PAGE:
The platform du-jour is of course built on Kubernetes (k8s). An extremely common mistake I see in the industry is believing that the k8s api (kubectl, k8s yaml) is an appropriate level of abstraction to expose to platform users.
You know you have built too low of an abstraction when:
- The platform is very difficult to get started with (your users need to learn k8s).
- You find that changes you make to the platform have much more unintended side-effect than anticipated (you can’t upgrade k8s without breaking users).
- A different team decides to build their own platform (the platform team should have built that!!!) on top of yours just to make it easier to use.
An internal platform should provide a higher level abstractions than whatever platform it builds upon. Read more about this in the API space with this blog post APIs as Ladders. Balancing the level of abstraction with ease of use and flexibility is not easy.
Flexibility is tied to the abstraction layer in many ways. Sure, low-level abstractions are “flexible” (you can write anything in assembly language!), but high-level abstractions can also be flexible (IFTTT).
So what should you do when you build something that is opinionated, but then realize it isn’t flexible enough? You have two choices:
- Extend what you have
- Offer a second lower-level thing
Extending what you have could be a slippery slope. If you find that you are being asked to extend your platform, meet with those customers and ask about their long-term goals to see if they wouldn’t better be served by a second offering. Heck ask those power users to help you design the second offering!
It is not possible to give advice here on which option is the best without specifics on the situation. For AWS Lambda, it was almost 6 years after its original release that it offered custom image/runtime support. That 6 years of experience hopefully informed that decision!
Remember, we used to have a term for the 100% managed platform: Operations. The whole reason devops came of age and now platform engineering is that we want the business to faster and more agile. Being self-service is a large part of how we achieve that (fewer blockers).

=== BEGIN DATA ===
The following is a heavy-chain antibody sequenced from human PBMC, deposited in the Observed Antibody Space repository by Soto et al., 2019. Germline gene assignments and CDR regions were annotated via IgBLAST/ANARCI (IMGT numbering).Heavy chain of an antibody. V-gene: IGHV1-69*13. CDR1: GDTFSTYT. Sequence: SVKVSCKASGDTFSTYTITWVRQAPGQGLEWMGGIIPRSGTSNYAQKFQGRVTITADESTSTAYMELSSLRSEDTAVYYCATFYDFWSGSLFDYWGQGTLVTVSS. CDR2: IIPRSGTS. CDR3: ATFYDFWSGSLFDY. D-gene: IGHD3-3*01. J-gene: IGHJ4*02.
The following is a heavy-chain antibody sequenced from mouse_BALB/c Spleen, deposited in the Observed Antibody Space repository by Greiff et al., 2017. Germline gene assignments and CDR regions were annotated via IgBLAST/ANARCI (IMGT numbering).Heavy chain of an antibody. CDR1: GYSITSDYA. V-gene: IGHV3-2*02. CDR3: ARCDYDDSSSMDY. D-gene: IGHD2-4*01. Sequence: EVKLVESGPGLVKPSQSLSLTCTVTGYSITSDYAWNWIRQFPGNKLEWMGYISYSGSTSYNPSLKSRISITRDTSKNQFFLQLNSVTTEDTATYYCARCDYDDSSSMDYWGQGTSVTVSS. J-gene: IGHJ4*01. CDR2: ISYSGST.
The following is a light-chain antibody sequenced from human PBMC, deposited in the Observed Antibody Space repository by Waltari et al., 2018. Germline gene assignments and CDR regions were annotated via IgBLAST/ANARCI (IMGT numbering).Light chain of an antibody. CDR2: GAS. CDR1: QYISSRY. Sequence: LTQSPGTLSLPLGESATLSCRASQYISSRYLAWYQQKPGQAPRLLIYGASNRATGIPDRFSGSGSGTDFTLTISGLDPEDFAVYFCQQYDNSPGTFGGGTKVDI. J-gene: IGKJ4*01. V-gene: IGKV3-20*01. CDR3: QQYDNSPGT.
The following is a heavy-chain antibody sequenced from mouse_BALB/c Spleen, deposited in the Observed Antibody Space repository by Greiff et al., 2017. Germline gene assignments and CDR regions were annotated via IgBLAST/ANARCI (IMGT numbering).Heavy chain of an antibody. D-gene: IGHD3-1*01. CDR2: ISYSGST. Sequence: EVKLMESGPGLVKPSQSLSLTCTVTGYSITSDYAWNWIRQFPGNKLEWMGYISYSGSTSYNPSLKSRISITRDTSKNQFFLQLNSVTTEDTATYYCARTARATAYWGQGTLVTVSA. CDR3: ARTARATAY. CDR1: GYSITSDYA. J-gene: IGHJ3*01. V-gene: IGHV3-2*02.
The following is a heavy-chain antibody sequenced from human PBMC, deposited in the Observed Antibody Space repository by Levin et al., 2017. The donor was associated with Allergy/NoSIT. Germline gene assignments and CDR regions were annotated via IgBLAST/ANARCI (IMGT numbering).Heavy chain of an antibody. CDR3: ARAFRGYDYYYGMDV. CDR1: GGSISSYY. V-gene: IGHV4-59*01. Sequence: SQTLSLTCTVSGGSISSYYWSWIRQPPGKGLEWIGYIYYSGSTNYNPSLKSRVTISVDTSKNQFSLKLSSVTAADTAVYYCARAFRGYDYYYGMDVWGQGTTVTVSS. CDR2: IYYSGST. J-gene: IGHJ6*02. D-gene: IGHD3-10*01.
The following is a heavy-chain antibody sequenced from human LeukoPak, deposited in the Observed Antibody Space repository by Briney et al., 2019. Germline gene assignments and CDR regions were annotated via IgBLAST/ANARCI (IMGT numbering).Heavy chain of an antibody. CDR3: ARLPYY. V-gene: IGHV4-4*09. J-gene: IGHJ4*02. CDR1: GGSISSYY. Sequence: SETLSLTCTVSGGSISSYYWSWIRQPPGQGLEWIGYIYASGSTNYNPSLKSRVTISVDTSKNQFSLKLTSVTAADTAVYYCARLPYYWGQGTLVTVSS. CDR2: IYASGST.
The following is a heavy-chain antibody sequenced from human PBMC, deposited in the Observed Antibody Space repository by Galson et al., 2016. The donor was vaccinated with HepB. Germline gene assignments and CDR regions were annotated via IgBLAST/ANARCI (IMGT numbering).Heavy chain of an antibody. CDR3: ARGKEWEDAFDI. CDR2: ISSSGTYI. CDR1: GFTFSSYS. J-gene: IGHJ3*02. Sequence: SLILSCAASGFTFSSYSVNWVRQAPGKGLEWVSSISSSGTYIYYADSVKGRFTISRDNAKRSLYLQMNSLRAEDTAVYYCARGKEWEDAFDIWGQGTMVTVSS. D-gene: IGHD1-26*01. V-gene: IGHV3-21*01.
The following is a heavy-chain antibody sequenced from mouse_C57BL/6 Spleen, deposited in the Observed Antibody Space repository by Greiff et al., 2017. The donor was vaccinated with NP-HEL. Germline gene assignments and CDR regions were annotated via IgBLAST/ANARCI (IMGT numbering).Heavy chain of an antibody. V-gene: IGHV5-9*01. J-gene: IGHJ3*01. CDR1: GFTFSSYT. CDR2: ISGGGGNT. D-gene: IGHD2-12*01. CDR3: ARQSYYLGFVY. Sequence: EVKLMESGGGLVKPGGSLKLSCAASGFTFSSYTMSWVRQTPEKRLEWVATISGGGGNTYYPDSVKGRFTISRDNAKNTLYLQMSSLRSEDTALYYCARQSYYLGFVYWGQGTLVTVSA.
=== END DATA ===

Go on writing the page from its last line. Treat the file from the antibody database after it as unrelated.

Practically, it takes a ton of engineering work to make a full self-service platform. If your are transitioning from an Ops-style engineering org, it will be a serious culture shock moving to full-self service.
The right move is to transition from managed ops -> self-service platform slowly (over years), and evolve the company culture with it, as self-service capabilities arise.
You may never get to 100% self-service, and that is just fine. Heck, some companies are just fine with Operations and don’t need self-service to go any faster! This is totally fine, just rebrand your Operations team -> SRE and call it a day!
Regarding agency, remember that from a practical perspective, it is way easier to move from a multi-tenant environment to a single-tenant option.
Shared offers economic benefits and low minimum cost per tenant. This is especially important in the early days of the platform, where maintaining and upgrading one (multi-tenant) environment is easier than upgrading N environments.
There are a few things to balance here:
- The cardinality of your customer’s deploys (just how many unique deploys are we talking about?)
- The impact of problems you will experience by going multi-tenant (how bad are noisy neighbors?)
- What is the financial impact of going multi vs single? (how much do you save by binpacking?)
Going in the other direction, going from single->multi, cost becomes the dominant decider. How many people’s salaries does it save when you go multi tenant?
Building an internal platform isn’t easy. Having principles and theory does help, but in the end it is a practical endeavor.
Most companies are not Google (i.e. they don’t have a huge population of engineers to dedicate to the platform). Most companies are not Amazon (i.e. providing a platform with a huge space of solutions to offer). Make the most of your platform engineering efforts by picking abstractions that provide the most value for the business, and allow room for you to evolve and provide new offerings as time goes on.Comment via email